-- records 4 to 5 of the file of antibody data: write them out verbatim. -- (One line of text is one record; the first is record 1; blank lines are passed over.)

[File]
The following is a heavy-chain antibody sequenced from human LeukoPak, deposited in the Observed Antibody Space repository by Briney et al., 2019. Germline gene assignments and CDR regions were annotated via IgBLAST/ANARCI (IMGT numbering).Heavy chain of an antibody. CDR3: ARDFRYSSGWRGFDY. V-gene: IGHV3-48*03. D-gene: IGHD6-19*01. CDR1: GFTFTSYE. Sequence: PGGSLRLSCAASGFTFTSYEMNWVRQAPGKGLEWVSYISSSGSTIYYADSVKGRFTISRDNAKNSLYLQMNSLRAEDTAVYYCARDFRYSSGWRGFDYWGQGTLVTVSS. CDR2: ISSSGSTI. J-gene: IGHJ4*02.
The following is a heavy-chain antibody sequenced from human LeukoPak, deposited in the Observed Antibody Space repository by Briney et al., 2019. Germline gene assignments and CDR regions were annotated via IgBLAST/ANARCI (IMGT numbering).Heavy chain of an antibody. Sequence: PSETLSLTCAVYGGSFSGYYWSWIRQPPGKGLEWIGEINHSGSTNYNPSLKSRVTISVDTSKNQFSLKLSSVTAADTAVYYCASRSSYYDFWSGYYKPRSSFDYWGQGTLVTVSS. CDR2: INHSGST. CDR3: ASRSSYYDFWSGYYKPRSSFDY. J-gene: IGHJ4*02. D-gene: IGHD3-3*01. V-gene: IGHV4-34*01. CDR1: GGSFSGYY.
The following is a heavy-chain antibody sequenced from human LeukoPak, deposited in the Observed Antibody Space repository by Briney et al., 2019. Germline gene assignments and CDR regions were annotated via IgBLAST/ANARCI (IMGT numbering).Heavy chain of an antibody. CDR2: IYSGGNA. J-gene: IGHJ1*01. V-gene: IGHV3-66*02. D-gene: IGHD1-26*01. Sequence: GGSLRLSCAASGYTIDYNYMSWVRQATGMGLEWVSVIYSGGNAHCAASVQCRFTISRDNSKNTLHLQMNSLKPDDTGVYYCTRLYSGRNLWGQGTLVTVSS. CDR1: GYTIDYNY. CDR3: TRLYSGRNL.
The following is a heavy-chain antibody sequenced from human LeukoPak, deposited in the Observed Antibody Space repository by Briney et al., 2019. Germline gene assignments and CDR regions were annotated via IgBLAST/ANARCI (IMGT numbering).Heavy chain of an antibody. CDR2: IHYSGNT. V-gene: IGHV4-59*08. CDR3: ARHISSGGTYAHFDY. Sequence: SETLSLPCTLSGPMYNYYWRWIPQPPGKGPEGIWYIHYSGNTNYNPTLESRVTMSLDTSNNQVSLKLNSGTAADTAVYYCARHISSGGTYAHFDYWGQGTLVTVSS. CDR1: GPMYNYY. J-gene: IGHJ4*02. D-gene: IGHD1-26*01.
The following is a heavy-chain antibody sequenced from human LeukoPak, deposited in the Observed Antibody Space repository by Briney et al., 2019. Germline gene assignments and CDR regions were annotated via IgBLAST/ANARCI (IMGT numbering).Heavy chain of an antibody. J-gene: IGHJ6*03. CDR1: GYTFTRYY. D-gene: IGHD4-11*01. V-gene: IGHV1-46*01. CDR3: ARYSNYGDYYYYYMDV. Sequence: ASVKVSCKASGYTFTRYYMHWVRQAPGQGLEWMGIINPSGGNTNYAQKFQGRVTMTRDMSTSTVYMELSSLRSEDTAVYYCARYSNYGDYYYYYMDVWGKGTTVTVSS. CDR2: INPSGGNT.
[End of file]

The following is a heavy-chain antibody sequenced from human LeukoPak, deposited in the Observed Antibody Space repository by Briney et al., 2019. Germline gene assignments and CDR regions were annotated via IgBLAST/ANARCI (IMGT numbering).Heavy chain of an antibody. CDR2: IHYSGNT. V-gene: IGHV4-59*08. CDR3: ARHISSGGTYAHFDY. Sequence: SETLSLPCTLSGPMYNYYWRWIPQPPGKGPEGIWYIHYSGNTNYNPTLESRVTMSLDTSNNQVSLKLNSGTAADTAVYYCARHISSGGTYAHFDYWGQGTLVTVSS. CDR1: GPMYNYY. J-gene: IGHJ4*02. D-gene: IGHD1-26*01.
The following is a heavy-chain antibody sequenced from human LeukoPak, deposited in the Observed Antibody Space repository by Briney et al., 2019. Germline gene assignments and CDR regions were annotated via IgBLAST/ANARCI (IMGT numbering).Heavy chain of an antibody. J-gene: IGHJ6*03. CDR1: GYTFTRYY. D-gene: IGHD4-11*01. V-gene: IGHV1-46*01. CDR3: ARYSNYGDYYYYYMDV. Sequence: ASVKVSCKASGYTFTRYYMHWVRQAPGQGLEWMGIINPSGGNTNYAQKFQGRVTMTRDMSTSTVYMELSSLRSEDTAVYYCARYSNYGDYYYYYMDVWGKGTTVTVSS. CDR2: INPSGGNT.